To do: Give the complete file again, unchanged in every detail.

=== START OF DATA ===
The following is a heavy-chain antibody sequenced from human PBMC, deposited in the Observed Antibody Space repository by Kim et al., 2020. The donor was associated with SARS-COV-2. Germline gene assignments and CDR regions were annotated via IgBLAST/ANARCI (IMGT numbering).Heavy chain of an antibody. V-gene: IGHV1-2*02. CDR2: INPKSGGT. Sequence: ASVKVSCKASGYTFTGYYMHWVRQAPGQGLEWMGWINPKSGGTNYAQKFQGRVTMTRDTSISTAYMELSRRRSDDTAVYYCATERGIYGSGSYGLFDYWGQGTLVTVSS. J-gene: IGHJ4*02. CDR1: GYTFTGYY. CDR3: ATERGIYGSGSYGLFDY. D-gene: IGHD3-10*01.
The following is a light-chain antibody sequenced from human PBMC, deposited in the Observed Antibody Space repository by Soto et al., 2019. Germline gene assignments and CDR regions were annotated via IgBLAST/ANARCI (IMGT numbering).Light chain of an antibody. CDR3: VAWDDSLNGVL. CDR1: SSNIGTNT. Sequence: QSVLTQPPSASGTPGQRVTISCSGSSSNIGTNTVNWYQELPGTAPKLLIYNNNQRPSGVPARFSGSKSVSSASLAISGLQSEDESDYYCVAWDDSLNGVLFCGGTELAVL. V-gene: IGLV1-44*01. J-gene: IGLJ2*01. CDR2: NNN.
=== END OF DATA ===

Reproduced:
The following is a heavy-chain antibody sequenced from human PBMC, deposited in the Observed Antibody Space repository by Kim et al., 2020. The donor was associated with SARS-COV-2. Germline gene assignments and CDR regions were annotated via IgBLAST/ANARCI (IMGT numbering).Heavy chain of an antibody. V-gene: IGHV1-2*02. CDR2: INPKSGGT. Sequence: ASVKVSCKASGYTFTGYYMHWVRQAPGQGLEWMGWINPKSGGTNYAQKFQGRVTMTRDTSISTAYMELSRRRSDDTAVYYCATERGIYGSGSYGLFDYWGQGTLVTVSS. J-gene: IGHJ4*02. CDR1: GYTFTGYY. CDR3: ATERGIYGSGSYGLFDY. D-gene: IGHD3-10*01.
The following is a light-chain antibody sequenced from human PBMC, deposited in the Observed Antibody Space repository by Soto et al., 2019. Germline gene assignments and CDR regions were annotated via IgBLAST/ANARCI (IMGT numbering).Light chain of an antibody. CDR3: VAWDDSLNGVL. CDR1: SSNIGTNT. Sequence: QSVLTQPPSASGTPGQRVTISCSGSSSNIGTNTVNWYQELPGTAPKLLIYNNNQRPSGVPARFSGSKSVSSASLAISGLQSEDESDYYCVAWDDSLNGVLFCGGTELAVL. V-gene: IGLV1-44*01. J-gene: IGLJ2*01. CDR2: NNN.